– Crist’s hand-picked choice to head the Republican Party of Florida (RPOF), Jim Greer, turned the RPOF into an extension of the Crist for Senate Campaign and actively tried to crush the campaign of rival Republican Marco Rubio. Greer also engaged in a number of other high-handed acts and improprieties that tarnished the image of Republicans in the state and was eventually forced to resign, but not without a fight that split the executive committees and the party headquarters. The smouldering Greer crisis was an opportunity for Crist to show leadership among Republicans and he showed none. One of the results was that some Republicans lost faith in the Party and joined with disgruntled Independents and conservative Democrats to form the TEA Party. Stepping into this leadership vacuum, the big donors finally forced the issue out of fear that the RPOF was about to be destroyed.
– The Governor further demonstrated that it was all about him and not about the people who elected him when in August 2009 he appointed his former aide, George LeMieux, to replace Senator Mel Martinez when Martinez quit the Senate. Crist’s appointment of LeMieux to fill the remaining 17 months of Martinez’s term , occurring several months after Crist had announced that he was running for that seat and coupled with LeMieux’s pledge not to run for the seat in 2010, created the impression that Crist’s “selection process” for a replacement was a sham and that he was putting LeMieux in the seat to keep it warm for Crist. Here, again, Crist had the opportunity to show leadership and instead he showed none.
– Crist appeared with President Barack Obama in February 2009 to support Obama’s $787B “stimulus package” bill, asked Florida members of Congress to vote for it even told the Associated Press that he would have voted for it if he had been in the Senate. As the substantial conservative backlash mounted, Crist tried to deny that he had supported it at all. Alas, Crist was caught in this act of transparent duplicity when reporters looked at his statements on his own “Florida Recovery” website and compared his videotaped statements on this issue. Crist then became laughingstock for the Left as they mocked him as an example of Republican duplicity:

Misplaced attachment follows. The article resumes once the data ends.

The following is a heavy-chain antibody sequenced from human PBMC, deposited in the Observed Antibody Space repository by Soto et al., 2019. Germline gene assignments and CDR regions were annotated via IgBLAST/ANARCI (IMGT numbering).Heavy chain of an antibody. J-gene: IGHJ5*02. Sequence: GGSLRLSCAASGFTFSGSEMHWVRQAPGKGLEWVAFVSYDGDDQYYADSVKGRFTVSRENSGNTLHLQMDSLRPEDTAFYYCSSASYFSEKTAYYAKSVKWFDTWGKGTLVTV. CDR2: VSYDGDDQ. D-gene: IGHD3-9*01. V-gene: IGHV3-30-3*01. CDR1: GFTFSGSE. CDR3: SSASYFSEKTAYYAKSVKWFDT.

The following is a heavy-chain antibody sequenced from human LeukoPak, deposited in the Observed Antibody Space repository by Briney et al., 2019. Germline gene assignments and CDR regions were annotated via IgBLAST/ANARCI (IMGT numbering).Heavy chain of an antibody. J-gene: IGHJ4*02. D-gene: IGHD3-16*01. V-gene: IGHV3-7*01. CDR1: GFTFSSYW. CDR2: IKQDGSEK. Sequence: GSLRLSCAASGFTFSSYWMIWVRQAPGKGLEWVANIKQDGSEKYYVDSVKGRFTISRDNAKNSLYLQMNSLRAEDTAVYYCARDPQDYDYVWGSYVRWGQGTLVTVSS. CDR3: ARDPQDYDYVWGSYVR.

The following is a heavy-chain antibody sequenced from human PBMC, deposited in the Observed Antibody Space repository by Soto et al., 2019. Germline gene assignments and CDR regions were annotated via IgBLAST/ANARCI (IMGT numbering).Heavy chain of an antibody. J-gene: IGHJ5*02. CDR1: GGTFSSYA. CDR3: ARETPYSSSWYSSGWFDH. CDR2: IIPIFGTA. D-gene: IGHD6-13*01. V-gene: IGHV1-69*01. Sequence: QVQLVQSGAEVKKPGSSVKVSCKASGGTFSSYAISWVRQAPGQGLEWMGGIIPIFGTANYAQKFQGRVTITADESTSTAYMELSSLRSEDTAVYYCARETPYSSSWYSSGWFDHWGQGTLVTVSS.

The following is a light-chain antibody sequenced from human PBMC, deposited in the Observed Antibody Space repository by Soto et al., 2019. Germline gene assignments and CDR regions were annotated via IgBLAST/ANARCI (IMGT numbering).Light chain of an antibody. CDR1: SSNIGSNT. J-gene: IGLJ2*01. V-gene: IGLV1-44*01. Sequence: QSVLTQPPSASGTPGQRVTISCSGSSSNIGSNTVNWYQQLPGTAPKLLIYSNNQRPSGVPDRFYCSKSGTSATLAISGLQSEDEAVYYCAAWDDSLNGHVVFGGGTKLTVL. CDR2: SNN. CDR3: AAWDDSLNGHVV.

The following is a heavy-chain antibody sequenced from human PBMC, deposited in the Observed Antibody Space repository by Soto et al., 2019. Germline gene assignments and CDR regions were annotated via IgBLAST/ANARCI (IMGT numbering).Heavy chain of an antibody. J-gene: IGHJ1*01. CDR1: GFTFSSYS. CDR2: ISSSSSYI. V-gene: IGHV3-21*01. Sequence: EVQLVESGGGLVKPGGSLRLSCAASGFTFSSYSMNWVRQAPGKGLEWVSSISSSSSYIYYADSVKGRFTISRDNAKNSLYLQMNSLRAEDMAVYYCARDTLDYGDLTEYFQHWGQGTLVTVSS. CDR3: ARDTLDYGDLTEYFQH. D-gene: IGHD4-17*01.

– Crist has undermined the integrity and competence of the state judiciary by manipulating and sometimes using heavy-handed tactics against the state’s judicial nominating commissions and committees to get them to nominate candidates he wants them to select, setting up a secret “shadow panel” that operates outside the public light and beyond the purview of the state’s judicial nominating commissions to review those seeking judicial appointments from him, and by appointing cronies such as Tommy Minkoff to the bench in lieu of appointing qualified, politically independent jurists. Treating the power of judicial appointments as a bag of gifts is not just a poor choice, it is an affront to the democratic process.
Charlie Crist is not the first Florida politician to demonstrate that he is an self-centered opportunist unpossesed of any permanent guiding principles, and he certainly won’t be the last. Today, however, times are hard and the people of this state need strong, principled leadership, not lightweight shennanigans. Perhaps Crist will bring enough of his supporters to the PCREC meeting to get more votes than his rival Marco Rubio, but this appears very unlikely according to many of the members. Maybe his fundraising advantage over Marco Rubio will turn the tide for Crist in the August primary, but that seems less likely every day as the voters become increasingly conservative while looking for responsible, principled government.
Hopefully, the PCREC members will send Crist the message on Monday night that this is the last straw, and encourage him to go back to Tallahassee to do the work of the people and abandon his quest for the Senate.